Well, tomorrow we fly out to NC for our annual family vacation. Sam hasn't been on a plane since his airlift out of Korea, and I'm dubious about his tolerance for being confined that long. I'm bringing crackers, cereal, dried blueberries and cranberries, new books and toys they've never seen, dental floss to pull out and unroll (cheap, but Alex liked it last time she was on a plane), the Magna-doodle, a sticker book, and crayons. Oh, and a box of band-aids, that should be a big hit. Alex's new favorite book is "Doctor Dan, the Bandage Man." First published in 1950, it features a very 1950's looking mom and kids putting plain band-aids on their toys and each other. It doesn't seem to matter that there are no Dora or Tigger characters on them - Alex shares that universal toddler trait of band-aid love.
Guess I'll go start packing.

Tuesday, July 10, 2007

Last night I dreamed there were large holes in our roof during a colossal rainstorm, so that little waterfalls were cascading from various places in our ceiling. This also caused all the wallpaper to come off the walls in the kitchen (in the dream we had wallpaper in the kitchen). As if that weren't enough, I saw a big snake in the living room and before I knew it, Sam was trying to play with it, so I quickly stepped on its head and killed it. Soon other snakes were popping up and Bryan and I were busy trying to catch them and protect the kids from them. Bryan got bitten by one but he assured me it wasn't poisonous. Weird dream huh? At the end of the dream there was also a mouse in the room, and we surmised that all the water was attracting rodents and therefore, snakes. It was nice to wake up to an intact and snakeless house, after that.

I have a theory about the origin of this dream...Recently I've been listening to a fun novel in the car, "The Number 1 Ladies' Detective Agency" by Alexander McCall Smith. It takes place in Botswana and snakes do figure in the story a couple of times. In one episode, the protagonist sees a snake disappear from the road while she is driving and is astute enough to realize that the snake has gotten into her engine block. Bryan and I actually witnessed this once, in Arches National Park. We saw a large hawk swoop down and grab a snake, but then it dropped the snake on the road. The car in front of us had stopped to watch, and then they lost track of where the snake went. Sure enough, it was coiled around the various engine parts under the hood, and we spent some time trying to get it out. Eventually we succeeded, but the poor snake crawled away rather crookedly. That was a bad day for him.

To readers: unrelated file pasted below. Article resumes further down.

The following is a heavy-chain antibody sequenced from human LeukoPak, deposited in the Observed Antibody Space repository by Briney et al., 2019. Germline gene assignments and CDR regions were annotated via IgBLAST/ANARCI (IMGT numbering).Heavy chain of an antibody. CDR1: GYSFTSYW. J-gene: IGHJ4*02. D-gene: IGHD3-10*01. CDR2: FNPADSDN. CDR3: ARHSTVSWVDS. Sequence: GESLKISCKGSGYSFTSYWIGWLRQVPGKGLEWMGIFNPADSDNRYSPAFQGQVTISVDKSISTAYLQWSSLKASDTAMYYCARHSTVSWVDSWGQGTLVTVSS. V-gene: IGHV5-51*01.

Saturday, July 7, 2007

summertime - random stuff

It is HOT. We've had weeks of temps in the 90s and 100s and it's not letting up anytime soon.

July 4 we went to the pool with our friend Scott and his 3 year old daughter Lora. It felt good to cool off. Sam has a total kamikaze approach to the pool. He would just walk right in and drown if we didn't stop him. Several times he got a faceful of water, or got his head dunked when other kids bumped him or he just fell, but he just took it in stride. This kid has no fear. I am constantly reminded of his need for supervision. Yesterday he opened the front door by himself and went outside - it was a minute before we realized where he was. Oh brother. Speaking of Sam - today he really and truly signed his first word: "More." I was kind of relieved, because he has been slower with language than Alex. He babbles and shows understanding of what we say, but hasn't said any words for sure.

Luckily I went to the pool on the 4th, because on the 5th I had a skin lesion frozen off my back (probably an AK) and I was told not to go in chlorinated pools for 2 weeks. Hm, that puts a damper on pool time with the kids. Oh well...there are always the sprinklers.

I finished reading a fascinating, and scary, book called The Coming Plague (thanks to Tammy my microbiologist friend). If you're not germophobic now, you will be after reading this. I don't relish getting on a plane this summer after reading about all the diseases you can get, especially in light of the multi-drug resistant TB case last month. There is nowhere to hide from the microbes...

Next week I head to DC for a work meeting. I'll be gone for 4 days, the longest I've ever been away from the kids. :-( On the bright side, a work friend and I are already planning to see the Phantom at the Kennedy Center.

That's it for now...life is uneventful, but I don't mind. Life has a way of generating events, and I'm sure we'll experience something soon enough.